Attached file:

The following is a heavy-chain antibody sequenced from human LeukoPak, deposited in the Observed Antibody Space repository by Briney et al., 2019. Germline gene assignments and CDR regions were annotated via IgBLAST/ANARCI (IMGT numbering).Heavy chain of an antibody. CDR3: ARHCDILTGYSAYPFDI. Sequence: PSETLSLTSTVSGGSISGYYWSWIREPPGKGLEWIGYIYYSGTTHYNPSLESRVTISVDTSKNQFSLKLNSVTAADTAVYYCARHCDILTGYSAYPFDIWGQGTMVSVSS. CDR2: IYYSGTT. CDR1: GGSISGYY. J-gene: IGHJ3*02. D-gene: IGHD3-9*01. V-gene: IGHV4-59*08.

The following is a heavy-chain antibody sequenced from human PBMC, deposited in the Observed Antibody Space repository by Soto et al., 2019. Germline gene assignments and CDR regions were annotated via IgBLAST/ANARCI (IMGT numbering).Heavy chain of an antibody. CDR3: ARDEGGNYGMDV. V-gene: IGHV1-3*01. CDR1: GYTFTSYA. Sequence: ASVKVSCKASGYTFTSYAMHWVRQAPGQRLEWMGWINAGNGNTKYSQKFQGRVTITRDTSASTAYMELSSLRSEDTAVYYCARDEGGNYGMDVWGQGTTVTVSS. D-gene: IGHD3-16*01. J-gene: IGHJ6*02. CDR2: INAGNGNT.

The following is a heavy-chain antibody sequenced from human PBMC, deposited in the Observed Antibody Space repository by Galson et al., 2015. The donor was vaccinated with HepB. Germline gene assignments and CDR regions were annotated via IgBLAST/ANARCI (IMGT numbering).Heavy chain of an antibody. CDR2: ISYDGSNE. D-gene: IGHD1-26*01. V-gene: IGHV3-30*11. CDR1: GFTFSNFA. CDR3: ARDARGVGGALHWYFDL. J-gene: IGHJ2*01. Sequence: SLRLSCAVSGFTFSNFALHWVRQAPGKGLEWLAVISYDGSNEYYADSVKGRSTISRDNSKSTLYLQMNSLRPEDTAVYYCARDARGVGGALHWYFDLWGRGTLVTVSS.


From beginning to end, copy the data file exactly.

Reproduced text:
The following is a heavy-chain antibody sequenced from human LeukoPak, deposited in the Observed Antibody Space repository by Briney et al., 2019. Germline gene assignments and CDR regions were annotated via IgBLAST/ANARCI (IMGT numbering).Heavy chain of an antibody. CDR3: ARHCDILTGYSAYPFDI. Sequence: PSETLSLTSTVSGGSISGYYWSWIREPPGKGLEWIGYIYYSGTTHYNPSLESRVTISVDTSKNQFSLKLNSVTAADTAVYYCARHCDILTGYSAYPFDIWGQGTMVSVSS. CDR2: IYYSGTT. CDR1: GGSISGYY. J-gene: IGHJ3*02. D-gene: IGHD3-9*01. V-gene: IGHV4-59*08.

The following is a heavy-chain antibody sequenced from human PBMC, deposited in the Observed Antibody Space repository by Soto et al., 2019. Germline gene assignments and CDR regions were annotated via IgBLAST/ANARCI (IMGT numbering).Heavy chain of an antibody. CDR3: ARDEGGNYGMDV. V-gene: IGHV1-3*01. CDR1: GYTFTSYA. Sequence: ASVKVSCKASGYTFTSYAMHWVRQAPGQRLEWMGWINAGNGNTKYSQKFQGRVTITRDTSASTAYMELSSLRSEDTAVYYCARDEGGNYGMDVWGQGTTVTVSS. D-gene: IGHD3-16*01. J-gene: IGHJ6*02. CDR2: INAGNGNT.

The following is a heavy-chain antibody sequenced from human PBMC, deposited in the Observed Antibody Space repository by Galson et al., 2015. The donor was vaccinated with HepB. Germline gene assignments and CDR regions were annotated via IgBLAST/ANARCI (IMGT numbering).Heavy chain of an antibody. CDR2: ISYDGSNE. D-gene: IGHD1-26*01. V-gene: IGHV3-30*11. CDR1: GFTFSNFA. CDR3: ARDARGVGGALHWYFDL. J-gene: IGHJ2*01. Sequence: SLRLSCAVSGFTFSNFALHWVRQAPGKGLEWLAVISYDGSNEYYADSVKGRSTISRDNSKSTLYLQMNSLRPEDTAVYYCARDARGVGGALHWYFDLWGRGTLVTVSS.